It is 1936, the height of summer in New Zealand, and the Hopkins family have rented a house at the beach. Alone during the week while her husband works, Lorna is bored. That is until James, the most handsome man in the area, decides to make an amateur western, involving all the locals.
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Barbara Anderson's sixth novel, Long Hot Summer, is as leisurely, and whimsical, as the story it tells. It's the summer of 1936; a small New Zealand community spins its life around the Bay, the beach and the passionate encounters between people--parents and children, husbands and wives, friends and lovers, Maoris and colonials--who live close enough to have to get to know one another. The Hopkins family is central to the book; two voices--Lorna and Ann, mother and daughter--tell the story of what happened when their neighbour, James Clements, decided to make an amateur film, Lust in the Dust, while his sister, Bella, falls in love with Tamati Ropata, unleashing the scandal of inter-racial love which haunts this book. The voices echo one another, letting the reader in on the different versions of events belonging to adult and child. "Everyone should have the company of a small child occasionally," Lorna muses. "They are good at wonder and their enthusiasm is at the ready." It's an endorsement that runs through the book, though the voices of the children are sometimes curiously adult, stilted. At the same time, the quiet discontents of an ordinary marriage run parallel with the discoveries of childhood, with film-making and scandal. "I used to be a nice woman, kind and pleasant, a dear girl once, I swear": Lorna's opening lines introduce the tension, at once sexual and ethical, that surrounds the Hopkins' marriage, the changes it will undergo as the result of this long, hot summer. Anderson's skill lies in weaving her different plots and perspectives together, driving her characters, and readers, towards a consideration of the "imponderables"--"empathy, sympathy, attraction"--that, by making it possible to appreciate someone, allows a love to blossom. Vicky LebeauReview:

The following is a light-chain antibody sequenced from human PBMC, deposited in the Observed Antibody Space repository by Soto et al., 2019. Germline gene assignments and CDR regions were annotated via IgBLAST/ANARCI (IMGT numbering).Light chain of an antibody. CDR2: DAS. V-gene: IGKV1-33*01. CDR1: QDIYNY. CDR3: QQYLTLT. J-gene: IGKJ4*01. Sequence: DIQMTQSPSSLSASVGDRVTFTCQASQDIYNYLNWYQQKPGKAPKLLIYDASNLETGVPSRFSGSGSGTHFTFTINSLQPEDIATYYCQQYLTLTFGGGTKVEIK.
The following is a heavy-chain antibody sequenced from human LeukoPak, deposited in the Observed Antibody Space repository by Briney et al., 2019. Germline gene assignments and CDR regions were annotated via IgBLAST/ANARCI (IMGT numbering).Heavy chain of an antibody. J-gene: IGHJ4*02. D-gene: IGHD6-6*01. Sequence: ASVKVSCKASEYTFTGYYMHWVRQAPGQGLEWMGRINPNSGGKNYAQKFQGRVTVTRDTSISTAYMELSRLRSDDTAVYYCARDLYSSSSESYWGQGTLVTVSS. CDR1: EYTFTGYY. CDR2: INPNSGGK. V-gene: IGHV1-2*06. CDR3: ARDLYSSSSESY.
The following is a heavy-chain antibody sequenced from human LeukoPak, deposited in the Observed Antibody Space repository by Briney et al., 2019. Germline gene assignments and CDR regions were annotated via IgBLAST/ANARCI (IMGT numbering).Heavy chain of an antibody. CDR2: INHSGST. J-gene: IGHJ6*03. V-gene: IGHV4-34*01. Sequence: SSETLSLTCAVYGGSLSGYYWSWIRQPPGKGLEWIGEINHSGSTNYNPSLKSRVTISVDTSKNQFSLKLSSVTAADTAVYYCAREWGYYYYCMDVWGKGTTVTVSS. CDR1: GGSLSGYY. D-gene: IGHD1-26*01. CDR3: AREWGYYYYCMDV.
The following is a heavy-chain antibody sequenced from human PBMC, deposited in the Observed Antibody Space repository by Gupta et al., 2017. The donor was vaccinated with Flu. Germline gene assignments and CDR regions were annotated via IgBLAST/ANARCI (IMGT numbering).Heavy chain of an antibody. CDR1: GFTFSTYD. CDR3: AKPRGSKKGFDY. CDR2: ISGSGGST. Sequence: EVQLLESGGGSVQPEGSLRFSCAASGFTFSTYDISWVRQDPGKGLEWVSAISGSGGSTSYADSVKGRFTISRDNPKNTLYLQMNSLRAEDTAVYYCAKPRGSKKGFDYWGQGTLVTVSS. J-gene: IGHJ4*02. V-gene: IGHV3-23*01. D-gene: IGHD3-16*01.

"Sharp, poised social comedy, driven by immaculately droll prose." --"Independent""A novelist of great talent, well qualified to write black comedy. But she has, too, the comprehension of human incomprehension, the pity for human pity, that makes it possible to write tragedy." --"TLS"
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